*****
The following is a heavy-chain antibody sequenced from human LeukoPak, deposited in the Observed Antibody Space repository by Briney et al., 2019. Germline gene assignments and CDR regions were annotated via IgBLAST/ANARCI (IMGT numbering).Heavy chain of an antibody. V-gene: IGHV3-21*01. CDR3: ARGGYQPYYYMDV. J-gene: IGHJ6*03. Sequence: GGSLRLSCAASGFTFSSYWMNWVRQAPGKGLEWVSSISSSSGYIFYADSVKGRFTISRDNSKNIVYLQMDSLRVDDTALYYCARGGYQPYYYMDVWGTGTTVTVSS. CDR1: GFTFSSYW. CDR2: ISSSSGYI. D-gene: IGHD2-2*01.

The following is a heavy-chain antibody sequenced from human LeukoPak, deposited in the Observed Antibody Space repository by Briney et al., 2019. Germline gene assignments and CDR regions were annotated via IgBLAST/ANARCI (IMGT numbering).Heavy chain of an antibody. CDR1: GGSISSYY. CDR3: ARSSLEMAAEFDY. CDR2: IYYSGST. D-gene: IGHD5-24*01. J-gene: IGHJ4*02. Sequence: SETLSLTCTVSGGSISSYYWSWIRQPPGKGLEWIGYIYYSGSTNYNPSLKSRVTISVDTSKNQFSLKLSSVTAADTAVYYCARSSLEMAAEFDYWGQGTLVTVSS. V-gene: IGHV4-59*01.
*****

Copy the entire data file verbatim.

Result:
The following is a heavy-chain antibody sequenced from human LeukoPak, deposited in the Observed Antibody Space repository by Briney et al., 2019. Germline gene assignments and CDR regions were annotated via IgBLAST/ANARCI (IMGT numbering).Heavy chain of an antibody. V-gene: IGHV3-21*01. CDR3: ARGGYQPYYYMDV. J-gene: IGHJ6*03. Sequence: GGSLRLSCAASGFTFSSYWMNWVRQAPGKGLEWVSSISSSSGYIFYADSVKGRFTISRDNSKNIVYLQMDSLRVDDTALYYCARGGYQPYYYMDVWGTGTTVTVSS. CDR1: GFTFSSYW. CDR2: ISSSSGYI. D-gene: IGHD2-2*01.

The following is a heavy-chain antibody sequenced from human LeukoPak, deposited in the Observed Antibody Space repository by Briney et al., 2019. Germline gene assignments and CDR regions were annotated via IgBLAST/ANARCI (IMGT numbering).Heavy chain of an antibody. CDR1: GGSISSYY. CDR3: ARSSLEMAAEFDY. CDR2: IYYSGST. D-gene: IGHD5-24*01. J-gene: IGHJ4*02. Sequence: SETLSLTCTVSGGSISSYYWSWIRQPPGKGLEWIGYIYYSGSTNYNPSLKSRVTISVDTSKNQFSLKLSSVTAADTAVYYCARSSLEMAAEFDYWGQGTLVTVSS. V-gene: IGHV4-59*01.